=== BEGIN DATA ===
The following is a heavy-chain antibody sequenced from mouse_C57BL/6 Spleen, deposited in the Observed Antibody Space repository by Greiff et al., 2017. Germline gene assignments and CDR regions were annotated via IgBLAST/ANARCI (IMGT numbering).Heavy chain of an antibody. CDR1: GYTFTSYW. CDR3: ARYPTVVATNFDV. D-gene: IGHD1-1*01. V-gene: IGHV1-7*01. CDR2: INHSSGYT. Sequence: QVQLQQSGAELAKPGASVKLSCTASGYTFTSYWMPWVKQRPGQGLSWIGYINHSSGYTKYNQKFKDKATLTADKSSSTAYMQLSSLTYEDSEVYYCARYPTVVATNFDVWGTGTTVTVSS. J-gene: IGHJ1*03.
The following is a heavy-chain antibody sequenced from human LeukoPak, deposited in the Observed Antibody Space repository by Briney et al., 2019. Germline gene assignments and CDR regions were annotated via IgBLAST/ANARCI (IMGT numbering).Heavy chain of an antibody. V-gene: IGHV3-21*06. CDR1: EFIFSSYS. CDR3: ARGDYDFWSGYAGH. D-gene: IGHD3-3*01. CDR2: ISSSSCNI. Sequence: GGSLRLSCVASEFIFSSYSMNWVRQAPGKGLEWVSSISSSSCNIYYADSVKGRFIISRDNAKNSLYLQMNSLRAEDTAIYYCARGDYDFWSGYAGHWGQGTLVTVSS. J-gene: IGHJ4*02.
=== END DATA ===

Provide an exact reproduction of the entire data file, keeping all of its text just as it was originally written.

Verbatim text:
The following is a heavy-chain antibody sequenced from mouse_C57BL/6 Spleen, deposited in the Observed Antibody Space repository by Greiff et al., 2017. Germline gene assignments and CDR regions were annotated via IgBLAST/ANARCI (IMGT numbering).Heavy chain of an antibody. CDR1: GYTFTSYW. CDR3: ARYPTVVATNFDV. D-gene: IGHD1-1*01. V-gene: IGHV1-7*01. CDR2: INHSSGYT. Sequence: QVQLQQSGAELAKPGASVKLSCTASGYTFTSYWMPWVKQRPGQGLSWIGYINHSSGYTKYNQKFKDKATLTADKSSSTAYMQLSSLTYEDSEVYYCARYPTVVATNFDVWGTGTTVTVSS. J-gene: IGHJ1*03.
The following is a heavy-chain antibody sequenced from human LeukoPak, deposited in the Observed Antibody Space repository by Briney et al., 2019. Germline gene assignments and CDR regions were annotated via IgBLAST/ANARCI (IMGT numbering).Heavy chain of an antibody. V-gene: IGHV3-21*06. CDR1: EFIFSSYS. CDR3: ARGDYDFWSGYAGH. D-gene: IGHD3-3*01. CDR2: ISSSSCNI. Sequence: GGSLRLSCVASEFIFSSYSMNWVRQAPGKGLEWVSSISSSSCNIYYADSVKGRFIISRDNAKNSLYLQMNSLRAEDTAIYYCARGDYDFWSGYAGHWGQGTLVTVSS. J-gene: IGHJ4*02.